What about hosting?
There are so many companies out there to choose from and making a decision can feel a bit like throwing an arrow at a target in the dark. I currently use BigScoots and I couldn’t be happier. They’re not the cheapest option but they are the best choice in my view. Instead of a large company, this small team is on hand to help whenever anything goes wrong. In my case, all problems have been ironed out within 24 hours. They even help with installing plugins so you don’t have to fiddle around. Also included in the fee is some development time each month so they’re constantly working on improving your site in the background. Perhaps best of all was the fact that they took my site speed from 1 minute load speed to a matter of second. Vital if you want to rank well on Google and stop your readers clicking off.
If BigScoots is a bet too spendy for you right now, Blue Host is one of the most affordable and best value for money hosts out there and a very popular starting point for new bloggers.
Companies I would suggest you avoid (which I’ve used and regretted) include Go Daddy – the ex-CEO used to be a trophy hunter, proudly killing an elephant for fun. Urgh. I also signed up for a 2-year hosting deal with Arvixe and immediately saw my site uptime plummet with it going offline several times per day. My load speed also ground to a halt. Sure, the hosting is cheap but it’s a false economy. I ended up leaving only 6 months in with no refund.
4. Pack The Right Kit
I confess to being a bit of a techno junkie. My problem is that I never started out with a plan for what kit to take, resulting in me picking gadgets along the way with each performing a different function.
If I were to select my travel kit from scratch, I would suggest the following:
- a decent camera: you’re going to take a lot of photos and images are the most visually appealing part of your blog. I love my Sony Nex, now the Sony Alpha because it’s the right combo of high quality shots thanks to manual functionality and interchangeable lenses, but with great portability (I can fit it in my handbag).
- a long term writing device: ok, that may sound a bit vague, but as tablets and netbooks merge in function and size, personal preference can dictate your needs. If you rely on a tablet alone, make sure you have a separate keyboard (tapping out long posts on screen can start to jar). Also, consider that iPads don’t have all of the functionality of a laptop, the main limitation being the inability to download software other than through iTunes, so consider whether an android tablet or netbook is better.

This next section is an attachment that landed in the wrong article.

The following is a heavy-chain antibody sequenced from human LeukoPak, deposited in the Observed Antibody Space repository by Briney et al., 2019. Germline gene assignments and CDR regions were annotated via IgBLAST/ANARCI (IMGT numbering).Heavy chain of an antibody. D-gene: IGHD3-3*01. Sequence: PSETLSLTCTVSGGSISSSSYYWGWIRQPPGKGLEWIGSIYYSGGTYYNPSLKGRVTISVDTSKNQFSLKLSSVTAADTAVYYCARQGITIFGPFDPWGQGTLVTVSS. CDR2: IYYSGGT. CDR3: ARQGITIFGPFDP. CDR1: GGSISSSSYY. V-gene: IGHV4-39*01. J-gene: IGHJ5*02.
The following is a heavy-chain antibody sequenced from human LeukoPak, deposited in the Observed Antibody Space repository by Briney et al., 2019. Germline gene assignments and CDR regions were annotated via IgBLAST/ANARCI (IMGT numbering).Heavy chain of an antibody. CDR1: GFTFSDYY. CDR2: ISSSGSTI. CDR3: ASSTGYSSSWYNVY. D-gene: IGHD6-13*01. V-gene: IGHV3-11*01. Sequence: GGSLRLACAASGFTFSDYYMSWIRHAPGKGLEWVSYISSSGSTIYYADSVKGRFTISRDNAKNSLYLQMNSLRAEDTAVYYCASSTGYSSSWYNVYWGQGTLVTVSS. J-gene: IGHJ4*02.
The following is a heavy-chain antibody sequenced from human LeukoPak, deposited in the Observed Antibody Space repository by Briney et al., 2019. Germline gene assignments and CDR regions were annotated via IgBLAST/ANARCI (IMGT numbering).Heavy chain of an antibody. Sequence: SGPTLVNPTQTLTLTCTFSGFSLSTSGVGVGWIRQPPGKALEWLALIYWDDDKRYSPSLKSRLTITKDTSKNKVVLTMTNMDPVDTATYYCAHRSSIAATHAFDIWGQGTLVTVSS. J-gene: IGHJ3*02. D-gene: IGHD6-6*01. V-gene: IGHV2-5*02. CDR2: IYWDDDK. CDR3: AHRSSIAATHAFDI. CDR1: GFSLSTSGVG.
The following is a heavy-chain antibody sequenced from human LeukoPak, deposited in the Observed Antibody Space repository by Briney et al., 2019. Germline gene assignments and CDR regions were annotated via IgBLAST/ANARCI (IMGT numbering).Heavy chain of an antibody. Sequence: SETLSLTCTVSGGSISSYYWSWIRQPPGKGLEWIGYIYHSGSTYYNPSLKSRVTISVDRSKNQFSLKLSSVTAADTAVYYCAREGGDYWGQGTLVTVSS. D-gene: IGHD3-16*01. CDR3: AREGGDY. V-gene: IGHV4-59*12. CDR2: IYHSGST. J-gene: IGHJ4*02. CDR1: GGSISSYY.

- connectivity: at first, hostel and café Wi-Fi is likely to be all the connectivity you need to upload photos and publish posts. However, as you build your audience, you will want to keep them updated with more than just posts (pictures on facebook, snapchat on the move etc) so 4G mobile connection can become important. I currently manage mobile connection via my iPhone and mobile wi-fi (with varying degrees of success).
Top Tip: make sure that your device is unlocked so you’re able to slot in a local SIM in each new country you visit.
What you don’t need – an expensive laptop. Although I own a Macbook Air, you don’t need to invest in expensive kit to get started.
Here’s what I travel with:
- Macbook Air
- Sony Nex
- Portable External Hard Drive (2TB for all those photos)
Becoming a professional travel blogger
Let’s be honest, many of us who start a blog have the hope or dream of turning it into a profession or at least earn a bit of money or some ‘freebies’ for all the hard work. And while you are unlikely to have your blog play for your trip in the first year of starting out, if you are serious about becoming a professional blogger there are some things you can do.
First of all, you should think about getting some professional training. I paid for a professional course and I would say that move really shifted me out of hobby blogging and put me on the paid blogging path, and I’ve not looked back. One of the most popular courses is Superstar Blog Course.
Created by Nomadic Matt (one of the biggest travel blogs out there – and one that earns six figures) and a few other top bloggers, check out the Superstar Blog course. If you’re serious about making money from your travel blog, this course it packed full of practical tips that will get you up and running and, more importantly, earning money from your passion.
Want more? Check out these 10 Tips On How To Be A Better Blogger – this is the stuff I’ve gleaned from spending a weekend with some of the most successful travel bloggers in the business.
5. Prepare For Hard Work
I had grand plans for my blog before I set off on my travels and the first few posts went up fine. But then my trip took over and without someone writing the posts for me, and with me too busy lazing in a hammock, I quickly realised that nothing was getting done. Cue: two solid days spent catching up on a month’s worth of posts.